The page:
The desert threatens to engulf the elf and chestnut trying to walk across the dune to their right. The sand billows around his feet and cloak. The horse seems to be having quite a difficult time finding purchase on the sand. It is determined to follow its master.
It seems to be a nice desert, but all the sand in the air only adds to the unease felt at watching two beings cross a barren expanse. What had they done to be led to that pure beige? Where the boredom of the colour brown was bleached away by the merciless sun – or was it the cumulative bones that turned to powder and were stirred into the earth to lighten the desert?
But who could tell in the throes of sleep? You simply knew some things, or felt inklings of thoughts leading towards knowing. What sense did chronology make in dreams? I was only here to see what my subconscious wanted to show me, and neither of us knew why we were in the middle of what was happening or why it was at all. It was the essential disconnect between the I and me in dreamland. Only the organ-brain knew, and only the scientists knew what it knew in order to do. The dream was a blur, retrieved amidst fading away to inaccessible depths by a survivor scrabbling amongst ruins – clasping what details remain to the bosom. Arranging the fragments like a jigsaw, eyes clenched shut in concentration. The way to the dreamstate already forgotten upon waking.
The elf was alone now. The hood of his cloak fell back to reveal orbs of polished marble, the scars around them long scabbed over. The horse had only been alive for a second. Maybe it had been a millisecond or a minute. Who could tell?
The rider continued walking, black shreds of cloth dragging away from the equine skeleton. What remained of it, anyway. It was bleeding white into the beige already. The leather saddle remained intact, the stirrups flicked around by the wind. A few steps away from the top, the elf turned to sand. Bones and cloak and all. A weak little beige puff mushroomed.
The elf’s hands were deep in an aquatic torrent, the waterfall surrounded by strips of vibrant vines, ivy and… the transition was anything but sudden, a natural response to inquisitiveness. Perhaps the subconscious providing a kindly tidbit of information, but never a whole answer. The cupped hands drank sand, and the rocks behind the water had never been anything but a colossal dune. The resurrected horse, or this could be the past – harrumphed at the outstretched arms and waited for him to come to his senses.
The unease was growing, transforming into the fear that knows it is far from actual pain. There was a forest, the green of it darker than that of life, a green poisoned by yellow and black – alive for the wrong reasons, springing from the wrong sources. A green that was generating shadowmist. This forest had something to do with the rider. I could hear the horse galloping and knew it had galloped from one end of it to the other.
Dothrakis. The witch. A familiar name for a familiar place. My subconscious switched gears and took me into her lair, vertically down a cave bulging with moss. The tunnels seemed to lead deep underground, and we shot into the depths on a rollercoaster to see what the rider had stopped. The light was switched on with the terrifying hesitance of a character in a zombie movie. A mottled emerald-green raffia with skin stretched tight, the spindly bony spine of an alien for a stem reared like a snake, its red-flecked petals giving way to a Mandelbrot set of a mouth that changed direction in the now flickering flashlight. The yellow that shot through the green were its fangs, and we hit reverse at full speed. Well, nobody’d said the witch had to be human. Not an innocent need-driven zombie; a mindless monster that might – a being that lets you know you are its prey. An unease on seeing it in dreams, death in reality. You are no hero. The elf had done the job for you. Sealed the witch with a binding through the forest she was rooted in. Feeling a wisp of a feeling, of riding through the borders of a warped antediluvian jungle with a shimmering silver braid.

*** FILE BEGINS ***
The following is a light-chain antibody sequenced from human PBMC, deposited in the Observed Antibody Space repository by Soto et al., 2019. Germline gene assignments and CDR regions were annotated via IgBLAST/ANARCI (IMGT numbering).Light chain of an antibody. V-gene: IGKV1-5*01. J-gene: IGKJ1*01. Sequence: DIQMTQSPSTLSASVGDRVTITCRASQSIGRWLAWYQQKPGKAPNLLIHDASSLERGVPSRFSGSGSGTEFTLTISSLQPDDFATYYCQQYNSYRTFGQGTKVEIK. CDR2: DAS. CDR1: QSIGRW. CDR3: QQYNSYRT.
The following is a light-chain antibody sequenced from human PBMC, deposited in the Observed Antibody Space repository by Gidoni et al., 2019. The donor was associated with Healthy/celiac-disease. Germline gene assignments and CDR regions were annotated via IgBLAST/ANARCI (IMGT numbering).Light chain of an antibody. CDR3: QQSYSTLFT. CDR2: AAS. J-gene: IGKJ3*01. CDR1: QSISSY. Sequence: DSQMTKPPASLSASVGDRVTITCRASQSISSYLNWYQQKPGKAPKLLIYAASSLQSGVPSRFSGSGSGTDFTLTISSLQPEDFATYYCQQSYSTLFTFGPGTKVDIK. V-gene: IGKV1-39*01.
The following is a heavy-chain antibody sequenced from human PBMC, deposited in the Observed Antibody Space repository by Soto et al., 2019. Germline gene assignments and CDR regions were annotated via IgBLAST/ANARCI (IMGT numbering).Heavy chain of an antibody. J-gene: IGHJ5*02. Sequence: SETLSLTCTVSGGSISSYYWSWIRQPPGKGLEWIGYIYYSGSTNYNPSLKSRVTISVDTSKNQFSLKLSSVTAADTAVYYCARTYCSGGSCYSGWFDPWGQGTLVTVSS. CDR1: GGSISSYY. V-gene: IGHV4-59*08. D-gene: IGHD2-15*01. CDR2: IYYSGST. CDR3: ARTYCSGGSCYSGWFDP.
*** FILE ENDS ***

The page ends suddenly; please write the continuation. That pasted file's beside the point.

What kind of content had I consumed in the last few days? Or was it something my subconscious had decided to discard on its way to long-term memory? A LoTR rerun sprinkled with some Game of Thrones, metamorphosed into a short cinematic of my own struggles? Perhaps the witch was the dreamstate embodiment of something I was struggling with, dealt with through my metaphorical musketeer. The rider crumbling in the desert, blinded by the witch’s thorns.
Why hadn’t he said anything? Madness? Heroism seemed a thankless job. Some word that contained connotations of nobility flitted around. The details that I clasped to my bosom kept unraveling, in symbiosis with the meaning I kept imbuing it with, an eternal fable that could be used anytime. Perhaps that was why I remembered. I could analyze it into symbolisms of my entire life – the past, present, and future. Work this memory in wherever I needed it to fit, like a tarot pull. Or maybe it was something I needed to work on.
Maybe the parts we don’t remember are the ones that change us.
Abhiram Kuchibhotla is a graduate of the Manipal Centre for Humanities and writes short stories and poems drawn from the web of Indian society. His pieces have been published in the IWP anthology Exodus and Chaicopy.